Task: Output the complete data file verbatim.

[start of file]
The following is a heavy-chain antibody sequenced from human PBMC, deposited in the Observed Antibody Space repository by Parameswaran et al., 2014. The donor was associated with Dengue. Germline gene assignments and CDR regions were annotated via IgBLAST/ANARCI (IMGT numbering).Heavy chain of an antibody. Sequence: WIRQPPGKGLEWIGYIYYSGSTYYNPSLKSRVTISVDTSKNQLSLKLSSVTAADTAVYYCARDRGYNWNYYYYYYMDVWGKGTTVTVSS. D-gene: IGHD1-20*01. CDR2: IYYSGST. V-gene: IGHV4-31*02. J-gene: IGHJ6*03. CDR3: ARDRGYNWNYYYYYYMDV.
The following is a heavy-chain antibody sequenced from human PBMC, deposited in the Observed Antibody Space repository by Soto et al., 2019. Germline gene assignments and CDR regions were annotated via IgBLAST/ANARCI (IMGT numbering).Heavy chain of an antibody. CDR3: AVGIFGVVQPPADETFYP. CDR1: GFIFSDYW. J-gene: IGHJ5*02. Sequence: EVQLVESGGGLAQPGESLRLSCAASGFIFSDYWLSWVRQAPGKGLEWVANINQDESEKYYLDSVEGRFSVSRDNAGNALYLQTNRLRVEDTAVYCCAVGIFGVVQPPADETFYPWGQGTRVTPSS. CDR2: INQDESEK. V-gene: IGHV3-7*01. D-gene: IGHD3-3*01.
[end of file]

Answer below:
The following is a heavy-chain antibody sequenced from human PBMC, deposited in the Observed Antibody Space repository by Parameswaran et al., 2014. The donor was associated with Dengue. Germline gene assignments and CDR regions were annotated via IgBLAST/ANARCI (IMGT numbering).Heavy chain of an antibody. Sequence: WIRQPPGKGLEWIGYIYYSGSTYYNPSLKSRVTISVDTSKNQLSLKLSSVTAADTAVYYCARDRGYNWNYYYYYYMDVWGKGTTVTVSS. D-gene: IGHD1-20*01. CDR2: IYYSGST. V-gene: IGHV4-31*02. J-gene: IGHJ6*03. CDR3: ARDRGYNWNYYYYYYMDV.
The following is a heavy-chain antibody sequenced from human PBMC, deposited in the Observed Antibody Space repository by Soto et al., 2019. Germline gene assignments and CDR regions were annotated via IgBLAST/ANARCI (IMGT numbering).Heavy chain of an antibody. CDR3: AVGIFGVVQPPADETFYP. CDR1: GFIFSDYW. J-gene: IGHJ5*02. Sequence: EVQLVESGGGLAQPGESLRLSCAASGFIFSDYWLSWVRQAPGKGLEWVANINQDESEKYYLDSVEGRFSVSRDNAGNALYLQTNRLRVEDTAVYCCAVGIFGVVQPPADETFYPWGQGTRVTPSS. CDR2: INQDESEK. V-gene: IGHV3-7*01. D-gene: IGHD3-3*01.